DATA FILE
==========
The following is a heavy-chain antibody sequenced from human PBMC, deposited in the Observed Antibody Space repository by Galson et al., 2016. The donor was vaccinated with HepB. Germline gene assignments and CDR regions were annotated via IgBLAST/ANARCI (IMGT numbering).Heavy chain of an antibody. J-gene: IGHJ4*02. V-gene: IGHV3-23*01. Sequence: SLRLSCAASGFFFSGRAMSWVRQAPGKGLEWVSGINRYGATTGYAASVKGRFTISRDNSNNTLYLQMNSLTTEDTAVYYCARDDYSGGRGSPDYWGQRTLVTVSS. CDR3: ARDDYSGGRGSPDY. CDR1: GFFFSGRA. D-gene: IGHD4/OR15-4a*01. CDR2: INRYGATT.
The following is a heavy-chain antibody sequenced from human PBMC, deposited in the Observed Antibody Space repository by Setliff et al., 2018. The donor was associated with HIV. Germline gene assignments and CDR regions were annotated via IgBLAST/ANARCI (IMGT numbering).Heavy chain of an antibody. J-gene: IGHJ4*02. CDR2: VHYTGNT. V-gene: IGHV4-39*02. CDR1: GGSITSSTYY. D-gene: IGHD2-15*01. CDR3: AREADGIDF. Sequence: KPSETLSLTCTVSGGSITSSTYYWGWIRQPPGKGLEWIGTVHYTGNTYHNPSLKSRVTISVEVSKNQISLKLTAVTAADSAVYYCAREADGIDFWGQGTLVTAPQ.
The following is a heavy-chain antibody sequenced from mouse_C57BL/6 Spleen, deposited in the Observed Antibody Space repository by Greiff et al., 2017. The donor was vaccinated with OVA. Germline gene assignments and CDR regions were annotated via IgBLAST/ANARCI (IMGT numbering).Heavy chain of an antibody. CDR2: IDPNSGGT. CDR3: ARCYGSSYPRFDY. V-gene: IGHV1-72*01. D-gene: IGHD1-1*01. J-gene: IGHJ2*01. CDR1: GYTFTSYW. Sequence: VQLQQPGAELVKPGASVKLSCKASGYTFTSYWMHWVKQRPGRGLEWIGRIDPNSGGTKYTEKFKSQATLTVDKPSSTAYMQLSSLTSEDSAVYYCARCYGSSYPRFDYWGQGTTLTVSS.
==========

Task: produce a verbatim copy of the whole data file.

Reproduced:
The following is a heavy-chain antibody sequenced from human PBMC, deposited in the Observed Antibody Space repository by Galson et al., 2016. The donor was vaccinated with HepB. Germline gene assignments and CDR regions were annotated via IgBLAST/ANARCI (IMGT numbering).Heavy chain of an antibody. J-gene: IGHJ4*02. V-gene: IGHV3-23*01. Sequence: SLRLSCAASGFFFSGRAMSWVRQAPGKGLEWVSGINRYGATTGYAASVKGRFTISRDNSNNTLYLQMNSLTTEDTAVYYCARDDYSGGRGSPDYWGQRTLVTVSS. CDR3: ARDDYSGGRGSPDY. CDR1: GFFFSGRA. D-gene: IGHD4/OR15-4a*01. CDR2: INRYGATT.
The following is a heavy-chain antibody sequenced from human PBMC, deposited in the Observed Antibody Space repository by Setliff et al., 2018. The donor was associated with HIV. Germline gene assignments and CDR regions were annotated via IgBLAST/ANARCI (IMGT numbering).Heavy chain of an antibody. J-gene: IGHJ4*02. CDR2: VHYTGNT. V-gene: IGHV4-39*02. CDR1: GGSITSSTYY. D-gene: IGHD2-15*01. CDR3: AREADGIDF. Sequence: KPSETLSLTCTVSGGSITSSTYYWGWIRQPPGKGLEWIGTVHYTGNTYHNPSLKSRVTISVEVSKNQISLKLTAVTAADSAVYYCAREADGIDFWGQGTLVTAPQ.
The following is a heavy-chain antibody sequenced from mouse_C57BL/6 Spleen, deposited in the Observed Antibody Space repository by Greiff et al., 2017. The donor was vaccinated with OVA. Germline gene assignments and CDR regions were annotated via IgBLAST/ANARCI (IMGT numbering).Heavy chain of an antibody. CDR2: IDPNSGGT. CDR3: ARCYGSSYPRFDY. V-gene: IGHV1-72*01. D-gene: IGHD1-1*01. J-gene: IGHJ2*01. CDR1: GYTFTSYW. Sequence: VQLQQPGAELVKPGASVKLSCKASGYTFTSYWMHWVKQRPGRGLEWIGRIDPNSGGTKYTEKFKSQATLTVDKPSSTAYMQLSSLTSEDSAVYYCARCYGSSYPRFDYWGQGTTLTVSS.